Table of Contents
Journal of Allergy
Volume 2012, Article ID 936870, 8 pages
Review Article

Dendritic Cells, Viruses, and the Development of Atopic Disease

Section of Allergy and Immunology, Department of Pediatrics, MACC Fund Research Center, Medical College of Wisconsin, Room 5064, 8701 Watertown Plank Road, Milwaukee, WI 53226, USA

Received 14 June 2012; Accepted 17 September 2012

Academic Editor: Brian Oliver

Copyright © 2012 Jonathan S. Tam and Mitchell H. Grayson. This is an open access article distributed under the Creative Commons Attribution License, which permits unrestricted use, distribution, and reproduction in any medium, provided the original work is properly cited.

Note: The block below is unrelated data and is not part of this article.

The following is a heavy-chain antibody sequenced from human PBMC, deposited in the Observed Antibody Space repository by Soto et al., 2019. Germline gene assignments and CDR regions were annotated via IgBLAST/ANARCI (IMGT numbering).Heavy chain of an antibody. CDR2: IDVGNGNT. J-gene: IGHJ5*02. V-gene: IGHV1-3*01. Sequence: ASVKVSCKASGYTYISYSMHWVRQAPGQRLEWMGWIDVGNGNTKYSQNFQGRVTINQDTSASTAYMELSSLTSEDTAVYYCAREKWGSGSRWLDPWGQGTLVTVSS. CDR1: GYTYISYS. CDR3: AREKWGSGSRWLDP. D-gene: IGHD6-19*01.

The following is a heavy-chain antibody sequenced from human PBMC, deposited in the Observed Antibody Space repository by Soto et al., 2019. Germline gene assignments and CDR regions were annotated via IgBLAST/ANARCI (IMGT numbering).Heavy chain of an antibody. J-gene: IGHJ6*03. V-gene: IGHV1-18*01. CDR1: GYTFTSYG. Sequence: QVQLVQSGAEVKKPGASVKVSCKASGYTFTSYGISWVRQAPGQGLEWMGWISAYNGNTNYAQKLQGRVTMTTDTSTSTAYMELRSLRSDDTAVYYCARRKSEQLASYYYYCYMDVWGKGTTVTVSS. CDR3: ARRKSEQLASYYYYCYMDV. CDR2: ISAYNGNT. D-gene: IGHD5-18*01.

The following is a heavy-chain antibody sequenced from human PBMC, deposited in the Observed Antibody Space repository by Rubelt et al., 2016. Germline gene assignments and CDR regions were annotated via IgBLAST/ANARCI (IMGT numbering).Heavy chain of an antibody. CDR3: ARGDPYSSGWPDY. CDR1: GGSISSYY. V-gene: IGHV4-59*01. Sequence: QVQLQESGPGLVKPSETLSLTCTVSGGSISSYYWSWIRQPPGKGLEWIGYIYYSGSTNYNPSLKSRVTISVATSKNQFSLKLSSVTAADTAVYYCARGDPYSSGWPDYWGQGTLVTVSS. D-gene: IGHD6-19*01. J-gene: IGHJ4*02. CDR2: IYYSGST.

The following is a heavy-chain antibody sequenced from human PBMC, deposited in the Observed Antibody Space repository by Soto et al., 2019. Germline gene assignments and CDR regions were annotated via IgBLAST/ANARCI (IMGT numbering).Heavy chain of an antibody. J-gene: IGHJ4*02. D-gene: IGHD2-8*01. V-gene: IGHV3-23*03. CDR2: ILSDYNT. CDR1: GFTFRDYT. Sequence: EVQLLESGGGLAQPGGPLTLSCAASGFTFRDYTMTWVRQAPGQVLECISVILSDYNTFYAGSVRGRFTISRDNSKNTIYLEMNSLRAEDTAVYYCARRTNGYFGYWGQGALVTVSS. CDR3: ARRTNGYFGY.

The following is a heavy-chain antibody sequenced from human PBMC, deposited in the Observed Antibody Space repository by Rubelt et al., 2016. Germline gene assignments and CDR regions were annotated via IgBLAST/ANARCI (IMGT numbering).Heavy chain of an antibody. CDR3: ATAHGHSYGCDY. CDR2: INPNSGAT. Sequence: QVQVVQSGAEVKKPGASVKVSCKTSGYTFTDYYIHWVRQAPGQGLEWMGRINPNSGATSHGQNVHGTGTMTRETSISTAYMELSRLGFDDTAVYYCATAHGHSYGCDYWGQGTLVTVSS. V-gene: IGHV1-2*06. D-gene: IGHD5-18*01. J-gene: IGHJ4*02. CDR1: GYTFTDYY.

Dendritic cells are important residents of the lung environment. They have been associated with asthma and other inflammatory diseases of the airways. In addition to their antigen-presenting functions, dendritic cells have the ability to modulate the lung environment to promote atopic disease. While it has long been known that respiratory viral infections associate with the development and exacerbation of atopic diseases, the exact mechanisms have been unclear. Recent studies have begun to show the critical importance of the dendritic cell in this process. This paper focuses on these data demonstrating how different populations of dendritic cells are capable of bridging the adaptive and innate immune systems, ultimately leading to the translation of viral illness into atopic disease.